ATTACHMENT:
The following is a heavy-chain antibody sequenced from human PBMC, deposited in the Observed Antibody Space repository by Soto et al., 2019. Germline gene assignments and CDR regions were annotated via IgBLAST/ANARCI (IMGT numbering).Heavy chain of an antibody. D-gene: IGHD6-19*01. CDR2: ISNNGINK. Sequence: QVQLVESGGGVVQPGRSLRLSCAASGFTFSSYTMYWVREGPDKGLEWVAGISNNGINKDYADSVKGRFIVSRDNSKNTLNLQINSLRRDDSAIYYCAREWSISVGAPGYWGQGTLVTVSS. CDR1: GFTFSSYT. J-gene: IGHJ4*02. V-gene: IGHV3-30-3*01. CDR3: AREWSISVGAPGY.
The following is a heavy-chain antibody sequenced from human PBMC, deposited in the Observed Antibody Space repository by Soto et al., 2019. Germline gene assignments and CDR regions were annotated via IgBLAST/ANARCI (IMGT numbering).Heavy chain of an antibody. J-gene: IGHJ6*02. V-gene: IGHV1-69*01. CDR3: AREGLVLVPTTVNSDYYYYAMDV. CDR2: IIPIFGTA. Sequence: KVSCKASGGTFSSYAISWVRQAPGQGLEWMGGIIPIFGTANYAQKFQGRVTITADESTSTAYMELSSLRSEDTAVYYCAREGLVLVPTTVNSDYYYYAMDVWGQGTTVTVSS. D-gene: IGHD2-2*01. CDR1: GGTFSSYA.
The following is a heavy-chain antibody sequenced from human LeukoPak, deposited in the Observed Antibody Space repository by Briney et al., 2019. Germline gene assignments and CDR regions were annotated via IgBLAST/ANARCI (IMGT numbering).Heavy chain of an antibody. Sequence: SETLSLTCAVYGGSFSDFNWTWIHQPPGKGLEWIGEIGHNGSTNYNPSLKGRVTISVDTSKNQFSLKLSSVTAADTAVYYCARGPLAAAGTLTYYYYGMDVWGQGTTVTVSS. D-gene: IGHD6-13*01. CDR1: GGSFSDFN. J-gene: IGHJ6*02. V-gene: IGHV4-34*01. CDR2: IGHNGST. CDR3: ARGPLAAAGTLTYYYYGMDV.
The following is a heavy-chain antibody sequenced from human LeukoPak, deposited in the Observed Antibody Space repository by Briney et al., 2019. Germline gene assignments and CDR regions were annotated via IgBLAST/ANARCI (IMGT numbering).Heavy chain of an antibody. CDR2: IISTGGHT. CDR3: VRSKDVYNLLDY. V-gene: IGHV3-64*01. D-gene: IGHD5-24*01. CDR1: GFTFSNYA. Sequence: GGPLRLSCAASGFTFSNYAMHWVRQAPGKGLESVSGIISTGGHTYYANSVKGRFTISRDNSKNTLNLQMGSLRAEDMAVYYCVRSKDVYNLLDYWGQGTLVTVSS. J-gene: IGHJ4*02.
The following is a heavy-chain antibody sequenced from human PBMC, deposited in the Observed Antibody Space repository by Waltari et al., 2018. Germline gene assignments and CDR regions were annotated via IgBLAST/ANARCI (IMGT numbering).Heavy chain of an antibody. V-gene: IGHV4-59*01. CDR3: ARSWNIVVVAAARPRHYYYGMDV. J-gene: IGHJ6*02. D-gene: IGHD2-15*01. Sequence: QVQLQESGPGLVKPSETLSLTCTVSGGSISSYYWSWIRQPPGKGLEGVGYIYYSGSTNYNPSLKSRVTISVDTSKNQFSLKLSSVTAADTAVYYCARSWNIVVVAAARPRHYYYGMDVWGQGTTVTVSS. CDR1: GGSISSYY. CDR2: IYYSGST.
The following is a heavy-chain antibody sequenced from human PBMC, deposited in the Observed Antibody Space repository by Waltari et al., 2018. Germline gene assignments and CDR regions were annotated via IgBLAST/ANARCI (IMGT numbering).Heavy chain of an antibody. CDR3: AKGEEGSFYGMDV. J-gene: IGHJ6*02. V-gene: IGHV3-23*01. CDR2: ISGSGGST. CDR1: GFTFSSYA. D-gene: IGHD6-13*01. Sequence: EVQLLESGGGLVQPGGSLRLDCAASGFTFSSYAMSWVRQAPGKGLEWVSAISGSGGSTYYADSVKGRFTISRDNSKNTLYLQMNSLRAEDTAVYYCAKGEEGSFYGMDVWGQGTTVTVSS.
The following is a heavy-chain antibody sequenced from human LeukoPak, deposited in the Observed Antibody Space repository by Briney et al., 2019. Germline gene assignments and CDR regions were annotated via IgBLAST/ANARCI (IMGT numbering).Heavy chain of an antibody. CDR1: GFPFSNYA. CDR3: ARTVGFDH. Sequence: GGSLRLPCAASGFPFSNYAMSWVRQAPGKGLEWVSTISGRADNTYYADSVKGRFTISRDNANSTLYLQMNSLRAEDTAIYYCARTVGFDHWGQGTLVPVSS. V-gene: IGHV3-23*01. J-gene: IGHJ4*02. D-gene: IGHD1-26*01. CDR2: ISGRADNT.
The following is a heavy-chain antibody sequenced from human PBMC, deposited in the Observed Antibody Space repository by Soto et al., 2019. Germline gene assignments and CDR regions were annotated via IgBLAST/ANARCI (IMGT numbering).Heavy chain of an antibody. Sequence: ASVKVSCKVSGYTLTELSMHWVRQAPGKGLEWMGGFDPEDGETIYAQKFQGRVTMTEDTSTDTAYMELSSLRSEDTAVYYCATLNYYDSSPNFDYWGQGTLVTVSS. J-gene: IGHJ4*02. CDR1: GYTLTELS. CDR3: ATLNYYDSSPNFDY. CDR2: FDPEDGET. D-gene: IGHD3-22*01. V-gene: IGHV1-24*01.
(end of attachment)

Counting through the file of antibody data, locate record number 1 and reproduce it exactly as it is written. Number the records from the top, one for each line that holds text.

The following is a heavy-chain antibody sequenced from human PBMC, deposited in the Observed Antibody Space repository by Soto et al., 2019. Germline gene assignments and CDR regions were annotated via IgBLAST/ANARCI (IMGT numbering).Heavy chain of an antibody. D-gene: IGHD6-19*01. CDR2: ISNNGINK. Sequence: QVQLVESGGGVVQPGRSLRLSCAASGFTFSSYTMYWVREGPDKGLEWVAGISNNGINKDYADSVKGRFIVSRDNSKNTLNLQINSLRRDDSAIYYCAREWSISVGAPGYWGQGTLVTVSS. CDR1: GFTFSSYT. J-gene: IGHJ4*02. V-gene: IGHV3-30-3*01. CDR3: AREWSISVGAPGY.